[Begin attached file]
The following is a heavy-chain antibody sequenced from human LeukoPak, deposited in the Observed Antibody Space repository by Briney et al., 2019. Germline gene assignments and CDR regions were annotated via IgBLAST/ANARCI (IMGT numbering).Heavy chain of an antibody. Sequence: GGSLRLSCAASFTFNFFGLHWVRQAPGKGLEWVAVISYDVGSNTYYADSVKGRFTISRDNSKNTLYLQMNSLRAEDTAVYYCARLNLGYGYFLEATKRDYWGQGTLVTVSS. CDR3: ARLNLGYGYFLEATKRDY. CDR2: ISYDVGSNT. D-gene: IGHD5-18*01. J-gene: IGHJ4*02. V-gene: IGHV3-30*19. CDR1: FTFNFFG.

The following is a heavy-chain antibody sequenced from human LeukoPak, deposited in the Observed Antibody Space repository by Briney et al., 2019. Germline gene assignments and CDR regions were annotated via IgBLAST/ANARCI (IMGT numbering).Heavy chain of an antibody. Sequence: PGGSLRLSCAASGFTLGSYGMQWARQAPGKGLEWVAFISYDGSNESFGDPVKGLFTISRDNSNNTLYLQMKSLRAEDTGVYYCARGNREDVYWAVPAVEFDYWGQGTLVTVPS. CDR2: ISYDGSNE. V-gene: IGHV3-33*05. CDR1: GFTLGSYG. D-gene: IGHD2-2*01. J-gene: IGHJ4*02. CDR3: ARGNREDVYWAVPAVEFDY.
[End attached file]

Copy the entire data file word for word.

The following is a heavy-chain antibody sequenced from human LeukoPak, deposited in the Observed Antibody Space repository by Briney et al., 2019. Germline gene assignments and CDR regions were annotated via IgBLAST/ANARCI (IMGT numbering).Heavy chain of an antibody. Sequence: GGSLRLSCAASFTFNFFGLHWVRQAPGKGLEWVAVISYDVGSNTYYADSVKGRFTISRDNSKNTLYLQMNSLRAEDTAVYYCARLNLGYGYFLEATKRDYWGQGTLVTVSS. CDR3: ARLNLGYGYFLEATKRDY. CDR2: ISYDVGSNT. D-gene: IGHD5-18*01. J-gene: IGHJ4*02. V-gene: IGHV3-30*19. CDR1: FTFNFFG.

The following is a heavy-chain antibody sequenced from human LeukoPak, deposited in the Observed Antibody Space repository by Briney et al., 2019. Germline gene assignments and CDR regions were annotated via IgBLAST/ANARCI (IMGT numbering).Heavy chain of an antibody. Sequence: PGGSLRLSCAASGFTLGSYGMQWARQAPGKGLEWVAFISYDGSNESFGDPVKGLFTISRDNSNNTLYLQMKSLRAEDTGVYYCARGNREDVYWAVPAVEFDYWGQGTLVTVPS. CDR2: ISYDGSNE. V-gene: IGHV3-33*05. CDR1: GFTLGSYG. D-gene: IGHD2-2*01. J-gene: IGHJ4*02. CDR3: ARGNREDVYWAVPAVEFDY.